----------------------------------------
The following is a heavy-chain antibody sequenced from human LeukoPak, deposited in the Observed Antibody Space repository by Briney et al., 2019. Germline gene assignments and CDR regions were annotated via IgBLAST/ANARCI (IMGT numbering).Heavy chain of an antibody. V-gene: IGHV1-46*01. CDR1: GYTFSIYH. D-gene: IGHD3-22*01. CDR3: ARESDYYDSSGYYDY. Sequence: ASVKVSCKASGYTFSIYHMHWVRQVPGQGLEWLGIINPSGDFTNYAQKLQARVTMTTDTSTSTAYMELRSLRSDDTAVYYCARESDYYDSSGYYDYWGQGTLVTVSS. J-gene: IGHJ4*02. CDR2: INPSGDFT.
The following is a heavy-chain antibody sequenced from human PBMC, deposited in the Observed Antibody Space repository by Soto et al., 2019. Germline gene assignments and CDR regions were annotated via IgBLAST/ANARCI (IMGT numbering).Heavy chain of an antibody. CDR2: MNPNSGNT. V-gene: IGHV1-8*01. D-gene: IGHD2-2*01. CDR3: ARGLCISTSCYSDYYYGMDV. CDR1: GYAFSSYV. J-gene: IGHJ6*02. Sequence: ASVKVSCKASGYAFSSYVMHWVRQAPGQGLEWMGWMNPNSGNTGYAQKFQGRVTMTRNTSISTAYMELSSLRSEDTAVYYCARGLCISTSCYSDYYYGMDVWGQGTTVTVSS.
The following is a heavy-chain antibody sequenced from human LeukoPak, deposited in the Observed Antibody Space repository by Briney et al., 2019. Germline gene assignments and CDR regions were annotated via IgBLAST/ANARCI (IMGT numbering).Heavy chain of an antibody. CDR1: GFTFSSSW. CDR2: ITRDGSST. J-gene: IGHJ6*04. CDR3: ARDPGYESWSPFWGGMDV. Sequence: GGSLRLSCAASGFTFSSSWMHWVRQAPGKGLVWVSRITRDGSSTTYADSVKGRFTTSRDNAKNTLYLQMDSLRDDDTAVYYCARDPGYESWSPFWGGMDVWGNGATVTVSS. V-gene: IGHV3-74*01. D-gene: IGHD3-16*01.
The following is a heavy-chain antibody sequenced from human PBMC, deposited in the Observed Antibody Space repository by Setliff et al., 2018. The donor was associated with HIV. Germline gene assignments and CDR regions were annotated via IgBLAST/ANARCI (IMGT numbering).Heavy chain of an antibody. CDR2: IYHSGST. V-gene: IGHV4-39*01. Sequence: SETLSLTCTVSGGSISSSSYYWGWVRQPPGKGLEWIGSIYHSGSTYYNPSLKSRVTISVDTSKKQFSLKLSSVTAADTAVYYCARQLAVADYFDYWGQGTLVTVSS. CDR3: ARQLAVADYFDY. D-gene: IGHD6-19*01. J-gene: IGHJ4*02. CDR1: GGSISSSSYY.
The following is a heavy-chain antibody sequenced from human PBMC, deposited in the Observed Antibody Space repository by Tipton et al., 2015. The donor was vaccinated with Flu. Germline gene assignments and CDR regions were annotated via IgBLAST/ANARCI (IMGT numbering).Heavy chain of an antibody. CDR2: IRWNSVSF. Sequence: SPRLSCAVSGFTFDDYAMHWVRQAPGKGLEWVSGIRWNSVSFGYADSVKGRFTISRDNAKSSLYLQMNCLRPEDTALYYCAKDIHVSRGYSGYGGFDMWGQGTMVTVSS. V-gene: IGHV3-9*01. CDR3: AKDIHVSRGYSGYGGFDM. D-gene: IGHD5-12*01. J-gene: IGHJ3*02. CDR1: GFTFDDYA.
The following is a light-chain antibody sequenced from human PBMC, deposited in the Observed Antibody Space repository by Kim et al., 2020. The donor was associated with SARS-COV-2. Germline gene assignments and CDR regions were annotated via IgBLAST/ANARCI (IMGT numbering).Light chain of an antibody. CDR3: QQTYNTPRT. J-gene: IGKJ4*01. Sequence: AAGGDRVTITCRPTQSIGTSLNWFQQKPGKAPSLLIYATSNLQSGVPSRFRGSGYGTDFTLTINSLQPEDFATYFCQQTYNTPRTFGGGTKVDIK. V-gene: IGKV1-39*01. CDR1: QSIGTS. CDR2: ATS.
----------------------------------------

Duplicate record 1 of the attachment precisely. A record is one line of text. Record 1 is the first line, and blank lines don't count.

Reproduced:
The following is a heavy-chain antibody sequenced from human LeukoPak, deposited in the Observed Antibody Space repository by Briney et al., 2019. Germline gene assignments and CDR regions were annotated via IgBLAST/ANARCI (IMGT numbering).Heavy chain of an antibody. V-gene: IGHV1-46*01. CDR1: GYTFSIYH. D-gene: IGHD3-22*01. CDR3: ARESDYYDSSGYYDY. Sequence: ASVKVSCKASGYTFSIYHMHWVRQVPGQGLEWLGIINPSGDFTNYAQKLQARVTMTTDTSTSTAYMELRSLRSDDTAVYYCARESDYYDSSGYYDYWGQGTLVTVSS. J-gene: IGHJ4*02. CDR2: INPSGDFT.